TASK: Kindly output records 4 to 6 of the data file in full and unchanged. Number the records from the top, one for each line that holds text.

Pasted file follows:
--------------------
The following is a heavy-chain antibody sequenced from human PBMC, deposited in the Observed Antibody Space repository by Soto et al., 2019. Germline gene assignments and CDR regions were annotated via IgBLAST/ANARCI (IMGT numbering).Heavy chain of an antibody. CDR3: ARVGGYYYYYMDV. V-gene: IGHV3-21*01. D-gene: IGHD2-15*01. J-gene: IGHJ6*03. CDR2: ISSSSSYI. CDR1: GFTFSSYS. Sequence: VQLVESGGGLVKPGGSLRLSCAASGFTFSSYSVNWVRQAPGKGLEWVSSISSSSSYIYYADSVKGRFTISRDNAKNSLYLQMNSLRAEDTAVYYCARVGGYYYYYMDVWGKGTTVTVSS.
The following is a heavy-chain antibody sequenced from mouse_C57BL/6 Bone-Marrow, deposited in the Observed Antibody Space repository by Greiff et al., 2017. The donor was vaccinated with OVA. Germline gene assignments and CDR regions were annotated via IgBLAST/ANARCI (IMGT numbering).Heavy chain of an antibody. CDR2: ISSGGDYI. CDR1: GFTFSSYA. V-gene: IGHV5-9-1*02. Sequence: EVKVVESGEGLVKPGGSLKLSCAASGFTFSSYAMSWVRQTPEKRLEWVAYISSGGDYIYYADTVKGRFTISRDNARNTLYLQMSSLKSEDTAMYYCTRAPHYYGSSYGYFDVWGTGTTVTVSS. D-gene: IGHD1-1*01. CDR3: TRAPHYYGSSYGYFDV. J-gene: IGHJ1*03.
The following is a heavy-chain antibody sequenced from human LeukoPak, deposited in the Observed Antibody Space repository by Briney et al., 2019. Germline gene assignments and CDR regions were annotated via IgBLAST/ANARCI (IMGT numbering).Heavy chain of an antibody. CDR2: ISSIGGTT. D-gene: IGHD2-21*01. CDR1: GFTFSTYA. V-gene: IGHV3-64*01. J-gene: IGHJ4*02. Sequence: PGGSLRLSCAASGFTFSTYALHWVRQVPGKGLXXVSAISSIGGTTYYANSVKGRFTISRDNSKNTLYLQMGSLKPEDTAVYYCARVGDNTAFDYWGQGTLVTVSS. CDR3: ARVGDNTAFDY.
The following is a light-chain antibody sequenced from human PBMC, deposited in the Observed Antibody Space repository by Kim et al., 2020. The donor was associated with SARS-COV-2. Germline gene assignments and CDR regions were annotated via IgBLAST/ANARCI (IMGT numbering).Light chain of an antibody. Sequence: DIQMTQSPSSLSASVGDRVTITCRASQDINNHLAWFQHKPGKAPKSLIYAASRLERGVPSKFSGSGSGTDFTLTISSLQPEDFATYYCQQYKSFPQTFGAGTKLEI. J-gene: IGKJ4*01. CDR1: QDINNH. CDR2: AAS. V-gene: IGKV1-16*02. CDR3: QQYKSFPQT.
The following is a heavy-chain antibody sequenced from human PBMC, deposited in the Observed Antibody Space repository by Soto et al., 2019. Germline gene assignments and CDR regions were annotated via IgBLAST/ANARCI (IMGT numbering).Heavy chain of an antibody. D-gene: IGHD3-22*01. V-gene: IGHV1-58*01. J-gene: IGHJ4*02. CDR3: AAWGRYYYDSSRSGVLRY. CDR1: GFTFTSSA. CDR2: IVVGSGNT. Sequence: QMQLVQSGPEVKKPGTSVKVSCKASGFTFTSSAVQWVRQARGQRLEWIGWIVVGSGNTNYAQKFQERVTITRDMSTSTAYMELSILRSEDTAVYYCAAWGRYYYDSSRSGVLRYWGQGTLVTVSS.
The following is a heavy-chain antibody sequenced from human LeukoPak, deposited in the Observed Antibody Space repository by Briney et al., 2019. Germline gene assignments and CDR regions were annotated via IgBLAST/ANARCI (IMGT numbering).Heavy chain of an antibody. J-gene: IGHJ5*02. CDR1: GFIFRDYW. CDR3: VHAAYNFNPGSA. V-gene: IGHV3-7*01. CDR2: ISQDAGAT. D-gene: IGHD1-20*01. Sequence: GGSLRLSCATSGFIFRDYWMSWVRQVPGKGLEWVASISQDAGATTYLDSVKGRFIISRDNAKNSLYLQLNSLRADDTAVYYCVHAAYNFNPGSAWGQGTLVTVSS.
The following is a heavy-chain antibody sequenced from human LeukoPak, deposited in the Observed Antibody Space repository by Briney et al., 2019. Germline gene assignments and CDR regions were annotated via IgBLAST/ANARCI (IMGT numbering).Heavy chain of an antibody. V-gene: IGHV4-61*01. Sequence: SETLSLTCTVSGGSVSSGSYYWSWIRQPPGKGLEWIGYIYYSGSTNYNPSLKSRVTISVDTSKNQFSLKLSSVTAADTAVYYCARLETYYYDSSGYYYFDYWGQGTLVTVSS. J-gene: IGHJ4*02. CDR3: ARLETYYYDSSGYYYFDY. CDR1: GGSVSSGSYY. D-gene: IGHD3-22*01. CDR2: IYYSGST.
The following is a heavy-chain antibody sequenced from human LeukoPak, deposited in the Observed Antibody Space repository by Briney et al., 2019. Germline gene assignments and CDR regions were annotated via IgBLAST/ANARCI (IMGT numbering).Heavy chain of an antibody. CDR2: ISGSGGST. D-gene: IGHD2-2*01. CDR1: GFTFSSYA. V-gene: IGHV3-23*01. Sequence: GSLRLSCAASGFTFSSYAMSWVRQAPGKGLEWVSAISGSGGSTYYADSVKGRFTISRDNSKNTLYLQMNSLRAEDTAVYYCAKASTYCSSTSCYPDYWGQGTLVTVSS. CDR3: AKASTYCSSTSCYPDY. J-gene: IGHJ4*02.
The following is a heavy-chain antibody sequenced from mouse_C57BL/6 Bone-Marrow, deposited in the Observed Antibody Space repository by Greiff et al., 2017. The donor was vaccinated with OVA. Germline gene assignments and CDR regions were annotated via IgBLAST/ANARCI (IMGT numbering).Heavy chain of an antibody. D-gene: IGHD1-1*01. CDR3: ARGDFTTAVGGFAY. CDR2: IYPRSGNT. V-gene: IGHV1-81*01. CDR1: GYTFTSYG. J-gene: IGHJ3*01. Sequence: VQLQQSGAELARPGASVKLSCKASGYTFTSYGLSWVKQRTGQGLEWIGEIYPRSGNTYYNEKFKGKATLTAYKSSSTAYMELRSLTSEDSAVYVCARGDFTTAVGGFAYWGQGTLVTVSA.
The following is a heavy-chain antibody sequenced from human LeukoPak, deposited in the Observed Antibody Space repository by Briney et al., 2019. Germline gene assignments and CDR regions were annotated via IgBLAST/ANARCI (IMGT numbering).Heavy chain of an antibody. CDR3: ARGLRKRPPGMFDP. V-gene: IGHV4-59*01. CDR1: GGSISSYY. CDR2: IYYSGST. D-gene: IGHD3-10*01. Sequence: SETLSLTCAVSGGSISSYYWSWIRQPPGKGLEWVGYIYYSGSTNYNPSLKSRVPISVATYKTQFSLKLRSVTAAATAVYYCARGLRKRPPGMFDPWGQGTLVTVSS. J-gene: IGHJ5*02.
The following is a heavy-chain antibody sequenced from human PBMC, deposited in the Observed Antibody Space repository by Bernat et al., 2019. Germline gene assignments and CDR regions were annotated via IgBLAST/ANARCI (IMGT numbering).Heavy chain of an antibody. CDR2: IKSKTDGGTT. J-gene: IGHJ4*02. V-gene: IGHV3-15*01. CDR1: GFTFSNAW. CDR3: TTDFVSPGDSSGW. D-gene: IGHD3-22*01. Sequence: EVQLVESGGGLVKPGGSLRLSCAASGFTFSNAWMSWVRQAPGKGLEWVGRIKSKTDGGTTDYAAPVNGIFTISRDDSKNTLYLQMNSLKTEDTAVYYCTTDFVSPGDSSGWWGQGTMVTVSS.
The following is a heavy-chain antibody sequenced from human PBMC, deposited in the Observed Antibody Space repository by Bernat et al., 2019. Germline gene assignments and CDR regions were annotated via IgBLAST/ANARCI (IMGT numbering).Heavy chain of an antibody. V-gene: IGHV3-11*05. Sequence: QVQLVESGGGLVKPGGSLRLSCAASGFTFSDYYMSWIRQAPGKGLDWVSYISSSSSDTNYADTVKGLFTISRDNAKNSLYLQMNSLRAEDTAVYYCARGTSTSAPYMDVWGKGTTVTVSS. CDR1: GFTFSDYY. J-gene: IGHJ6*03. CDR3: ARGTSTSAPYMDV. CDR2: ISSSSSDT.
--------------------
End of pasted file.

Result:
The following is a light-chain antibody sequenced from human PBMC, deposited in the Observed Antibody Space repository by Kim et al., 2020. The donor was associated with SARS-COV-2. Germline gene assignments and CDR regions were annotated via IgBLAST/ANARCI (IMGT numbering).Light chain of an antibody. Sequence: DIQMTQSPSSLSASVGDRVTITCRASQDINNHLAWFQHKPGKAPKSLIYAASRLERGVPSKFSGSGSGTDFTLTISSLQPEDFATYYCQQYKSFPQTFGAGTKLEI. J-gene: IGKJ4*01. CDR1: QDINNH. CDR2: AAS. V-gene: IGKV1-16*02. CDR3: QQYKSFPQT.
The following is a heavy-chain antibody sequenced from human PBMC, deposited in the Observed Antibody Space repository by Soto et al., 2019. Germline gene assignments and CDR regions were annotated via IgBLAST/ANARCI (IMGT numbering).Heavy chain of an antibody. D-gene: IGHD3-22*01. V-gene: IGHV1-58*01. J-gene: IGHJ4*02. CDR3: AAWGRYYYDSSRSGVLRY. CDR1: GFTFTSSA. CDR2: IVVGSGNT. Sequence: QMQLVQSGPEVKKPGTSVKVSCKASGFTFTSSAVQWVRQARGQRLEWIGWIVVGSGNTNYAQKFQERVTITRDMSTSTAYMELSILRSEDTAVYYCAAWGRYYYDSSRSGVLRYWGQGTLVTVSS.
The following is a heavy-chain antibody sequenced from human LeukoPak, deposited in the Observed Antibody Space repository by Briney et al., 2019. Germline gene assignments and CDR regions were annotated via IgBLAST/ANARCI (IMGT numbering).Heavy chain of an antibody. J-gene: IGHJ5*02. CDR1: GFIFRDYW. CDR3: VHAAYNFNPGSA. V-gene: IGHV3-7*01. CDR2: ISQDAGAT. D-gene: IGHD1-20*01. Sequence: GGSLRLSCATSGFIFRDYWMSWVRQVPGKGLEWVASISQDAGATTYLDSVKGRFIISRDNAKNSLYLQLNSLRADDTAVYYCVHAAYNFNPGSAWGQGTLVTVSS.